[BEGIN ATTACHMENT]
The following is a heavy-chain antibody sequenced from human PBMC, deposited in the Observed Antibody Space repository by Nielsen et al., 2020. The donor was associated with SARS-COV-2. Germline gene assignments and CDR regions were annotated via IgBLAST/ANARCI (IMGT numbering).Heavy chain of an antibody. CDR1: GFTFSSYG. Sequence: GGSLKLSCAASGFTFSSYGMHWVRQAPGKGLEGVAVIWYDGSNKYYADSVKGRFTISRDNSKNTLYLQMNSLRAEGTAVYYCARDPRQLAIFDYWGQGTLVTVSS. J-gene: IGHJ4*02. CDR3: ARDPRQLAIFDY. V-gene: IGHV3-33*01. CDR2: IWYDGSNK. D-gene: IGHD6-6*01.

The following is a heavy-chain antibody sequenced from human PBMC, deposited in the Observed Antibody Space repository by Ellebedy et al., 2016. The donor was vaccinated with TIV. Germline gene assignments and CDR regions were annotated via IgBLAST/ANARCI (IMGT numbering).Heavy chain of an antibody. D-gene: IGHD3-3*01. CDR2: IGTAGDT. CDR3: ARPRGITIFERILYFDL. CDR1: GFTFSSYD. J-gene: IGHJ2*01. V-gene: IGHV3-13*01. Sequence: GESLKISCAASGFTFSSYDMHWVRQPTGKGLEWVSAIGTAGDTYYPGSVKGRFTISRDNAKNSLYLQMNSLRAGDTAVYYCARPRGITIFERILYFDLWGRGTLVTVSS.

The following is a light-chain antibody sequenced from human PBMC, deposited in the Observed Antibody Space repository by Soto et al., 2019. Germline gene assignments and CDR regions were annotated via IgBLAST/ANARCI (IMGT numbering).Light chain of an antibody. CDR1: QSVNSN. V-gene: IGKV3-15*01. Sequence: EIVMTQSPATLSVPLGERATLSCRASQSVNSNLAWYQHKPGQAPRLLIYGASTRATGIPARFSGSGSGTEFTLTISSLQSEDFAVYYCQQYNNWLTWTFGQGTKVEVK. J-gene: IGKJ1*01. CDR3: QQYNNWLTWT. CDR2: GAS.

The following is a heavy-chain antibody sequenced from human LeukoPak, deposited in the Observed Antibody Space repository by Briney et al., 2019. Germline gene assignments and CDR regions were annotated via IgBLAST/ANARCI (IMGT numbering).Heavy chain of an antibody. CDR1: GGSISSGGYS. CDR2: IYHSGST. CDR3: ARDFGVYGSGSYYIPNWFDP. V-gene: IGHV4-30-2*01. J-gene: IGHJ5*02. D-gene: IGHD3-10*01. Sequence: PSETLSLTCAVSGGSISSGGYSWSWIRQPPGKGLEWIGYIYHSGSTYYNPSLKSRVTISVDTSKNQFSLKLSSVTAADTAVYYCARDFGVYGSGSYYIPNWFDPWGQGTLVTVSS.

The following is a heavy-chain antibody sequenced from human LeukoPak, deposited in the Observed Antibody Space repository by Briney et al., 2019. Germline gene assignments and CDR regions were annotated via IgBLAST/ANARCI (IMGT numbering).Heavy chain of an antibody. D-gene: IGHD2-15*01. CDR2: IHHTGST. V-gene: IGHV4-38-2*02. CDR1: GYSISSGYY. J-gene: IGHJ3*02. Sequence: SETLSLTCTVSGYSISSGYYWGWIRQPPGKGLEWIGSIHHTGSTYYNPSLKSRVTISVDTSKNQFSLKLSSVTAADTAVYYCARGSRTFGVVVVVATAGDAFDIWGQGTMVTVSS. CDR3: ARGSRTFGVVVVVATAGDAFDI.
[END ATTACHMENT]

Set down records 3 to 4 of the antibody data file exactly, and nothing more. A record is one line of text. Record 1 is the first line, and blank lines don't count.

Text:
The following is a light-chain antibody sequenced from human PBMC, deposited in the Observed Antibody Space repository by Soto et al., 2019. Germline gene assignments and CDR regions were annotated via IgBLAST/ANARCI (IMGT numbering).Light chain of an antibody. CDR1: QSVNSN. V-gene: IGKV3-15*01. Sequence: EIVMTQSPATLSVPLGERATLSCRASQSVNSNLAWYQHKPGQAPRLLIYGASTRATGIPARFSGSGSGTEFTLTISSLQSEDFAVYYCQQYNNWLTWTFGQGTKVEVK. J-gene: IGKJ1*01. CDR3: QQYNNWLTWT. CDR2: GAS.

The following is a heavy-chain antibody sequenced from human LeukoPak, deposited in the Observed Antibody Space repository by Briney et al., 2019. Germline gene assignments and CDR regions were annotated via IgBLAST/ANARCI (IMGT numbering).Heavy chain of an antibody. CDR1: GGSISSGGYS. CDR2: IYHSGST. CDR3: ARDFGVYGSGSYYIPNWFDP. V-gene: IGHV4-30-2*01. J-gene: IGHJ5*02. D-gene: IGHD3-10*01. Sequence: PSETLSLTCAVSGGSISSGGYSWSWIRQPPGKGLEWIGYIYHSGSTYYNPSLKSRVTISVDTSKNQFSLKLSSVTAADTAVYYCARDFGVYGSGSYYIPNWFDPWGQGTLVTVSS.